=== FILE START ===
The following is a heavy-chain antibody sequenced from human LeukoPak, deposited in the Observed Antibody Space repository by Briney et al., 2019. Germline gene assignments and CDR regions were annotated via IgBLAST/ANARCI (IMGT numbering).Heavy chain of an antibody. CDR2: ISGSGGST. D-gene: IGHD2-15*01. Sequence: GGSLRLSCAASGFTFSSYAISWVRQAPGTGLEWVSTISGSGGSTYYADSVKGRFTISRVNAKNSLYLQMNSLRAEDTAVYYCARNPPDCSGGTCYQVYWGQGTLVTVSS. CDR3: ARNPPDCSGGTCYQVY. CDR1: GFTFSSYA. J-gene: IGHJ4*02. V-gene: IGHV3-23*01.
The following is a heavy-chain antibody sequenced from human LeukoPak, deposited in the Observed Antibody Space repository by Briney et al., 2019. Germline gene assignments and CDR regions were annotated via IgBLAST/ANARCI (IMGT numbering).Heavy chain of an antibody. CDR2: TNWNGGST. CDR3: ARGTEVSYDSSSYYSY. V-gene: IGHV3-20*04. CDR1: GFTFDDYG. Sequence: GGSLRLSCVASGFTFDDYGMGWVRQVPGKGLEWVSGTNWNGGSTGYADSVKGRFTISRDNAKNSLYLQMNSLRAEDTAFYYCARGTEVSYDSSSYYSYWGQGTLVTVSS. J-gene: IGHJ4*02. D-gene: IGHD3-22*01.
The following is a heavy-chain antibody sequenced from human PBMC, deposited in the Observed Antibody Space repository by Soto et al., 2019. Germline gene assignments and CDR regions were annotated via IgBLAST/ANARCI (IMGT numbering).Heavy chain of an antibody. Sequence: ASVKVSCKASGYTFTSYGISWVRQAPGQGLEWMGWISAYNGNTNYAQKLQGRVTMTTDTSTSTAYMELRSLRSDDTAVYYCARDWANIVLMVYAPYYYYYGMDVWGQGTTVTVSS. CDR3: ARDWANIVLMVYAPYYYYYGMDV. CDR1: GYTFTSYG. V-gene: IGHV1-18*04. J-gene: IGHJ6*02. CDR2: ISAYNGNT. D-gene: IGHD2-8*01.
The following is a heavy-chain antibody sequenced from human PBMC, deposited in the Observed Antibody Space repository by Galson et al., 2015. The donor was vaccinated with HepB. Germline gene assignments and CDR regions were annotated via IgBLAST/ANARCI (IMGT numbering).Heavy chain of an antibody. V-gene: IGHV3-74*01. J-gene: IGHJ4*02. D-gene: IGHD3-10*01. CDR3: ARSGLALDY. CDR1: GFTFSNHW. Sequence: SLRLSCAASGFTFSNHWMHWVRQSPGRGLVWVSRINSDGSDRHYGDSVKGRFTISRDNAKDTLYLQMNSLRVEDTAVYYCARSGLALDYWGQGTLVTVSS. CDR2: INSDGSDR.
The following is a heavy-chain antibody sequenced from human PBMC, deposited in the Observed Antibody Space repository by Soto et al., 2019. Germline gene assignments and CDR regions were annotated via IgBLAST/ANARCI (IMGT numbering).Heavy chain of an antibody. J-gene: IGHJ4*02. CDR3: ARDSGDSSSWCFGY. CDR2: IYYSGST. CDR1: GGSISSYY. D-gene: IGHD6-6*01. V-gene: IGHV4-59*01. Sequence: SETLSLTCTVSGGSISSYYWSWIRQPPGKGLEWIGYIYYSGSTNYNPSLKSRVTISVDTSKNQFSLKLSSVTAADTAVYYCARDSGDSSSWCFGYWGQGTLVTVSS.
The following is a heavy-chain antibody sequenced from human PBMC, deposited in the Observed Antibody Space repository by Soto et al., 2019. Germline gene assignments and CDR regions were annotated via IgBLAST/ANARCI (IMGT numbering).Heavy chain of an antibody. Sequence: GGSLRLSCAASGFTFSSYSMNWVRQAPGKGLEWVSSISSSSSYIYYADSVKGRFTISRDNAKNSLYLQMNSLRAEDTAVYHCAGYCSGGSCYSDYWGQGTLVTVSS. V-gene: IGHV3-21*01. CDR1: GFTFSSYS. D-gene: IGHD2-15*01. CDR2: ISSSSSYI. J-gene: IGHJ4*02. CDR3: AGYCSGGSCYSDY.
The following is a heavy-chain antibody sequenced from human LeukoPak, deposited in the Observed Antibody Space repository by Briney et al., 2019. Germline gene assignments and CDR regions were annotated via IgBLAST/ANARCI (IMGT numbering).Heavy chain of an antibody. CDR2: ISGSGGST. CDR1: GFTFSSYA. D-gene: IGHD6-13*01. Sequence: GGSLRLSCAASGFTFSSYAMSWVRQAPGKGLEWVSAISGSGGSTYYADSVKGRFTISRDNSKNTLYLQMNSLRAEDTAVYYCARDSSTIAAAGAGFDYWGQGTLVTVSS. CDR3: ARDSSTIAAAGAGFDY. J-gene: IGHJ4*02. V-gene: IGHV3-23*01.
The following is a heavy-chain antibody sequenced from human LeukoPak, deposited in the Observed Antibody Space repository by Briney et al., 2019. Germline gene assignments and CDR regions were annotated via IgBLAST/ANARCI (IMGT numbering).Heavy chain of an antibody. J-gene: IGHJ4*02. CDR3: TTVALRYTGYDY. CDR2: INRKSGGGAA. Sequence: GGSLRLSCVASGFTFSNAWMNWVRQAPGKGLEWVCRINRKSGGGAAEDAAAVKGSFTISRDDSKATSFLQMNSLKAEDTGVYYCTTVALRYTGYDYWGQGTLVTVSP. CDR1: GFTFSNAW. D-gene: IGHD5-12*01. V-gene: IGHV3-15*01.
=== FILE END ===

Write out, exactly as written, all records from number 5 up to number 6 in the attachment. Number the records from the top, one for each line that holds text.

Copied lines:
The following is a heavy-chain antibody sequenced from human PBMC, deposited in the Observed Antibody Space repository by Soto et al., 2019. Germline gene assignments and CDR regions were annotated via IgBLAST/ANARCI (IMGT numbering).Heavy chain of an antibody. J-gene: IGHJ4*02. CDR3: ARDSGDSSSWCFGY. CDR2: IYYSGST. CDR1: GGSISSYY. D-gene: IGHD6-6*01. V-gene: IGHV4-59*01. Sequence: SETLSLTCTVSGGSISSYYWSWIRQPPGKGLEWIGYIYYSGSTNYNPSLKSRVTISVDTSKNQFSLKLSSVTAADTAVYYCARDSGDSSSWCFGYWGQGTLVTVSS.
The following is a heavy-chain antibody sequenced from human PBMC, deposited in the Observed Antibody Space repository by Soto et al., 2019. Germline gene assignments and CDR regions were annotated via IgBLAST/ANARCI (IMGT numbering).Heavy chain of an antibody. Sequence: GGSLRLSCAASGFTFSSYSMNWVRQAPGKGLEWVSSISSSSSYIYYADSVKGRFTISRDNAKNSLYLQMNSLRAEDTAVYHCAGYCSGGSCYSDYWGQGTLVTVSS. V-gene: IGHV3-21*01. CDR1: GFTFSSYS. D-gene: IGHD2-15*01. CDR2: ISSSSSYI. J-gene: IGHJ4*02. CDR3: AGYCSGGSCYSDY.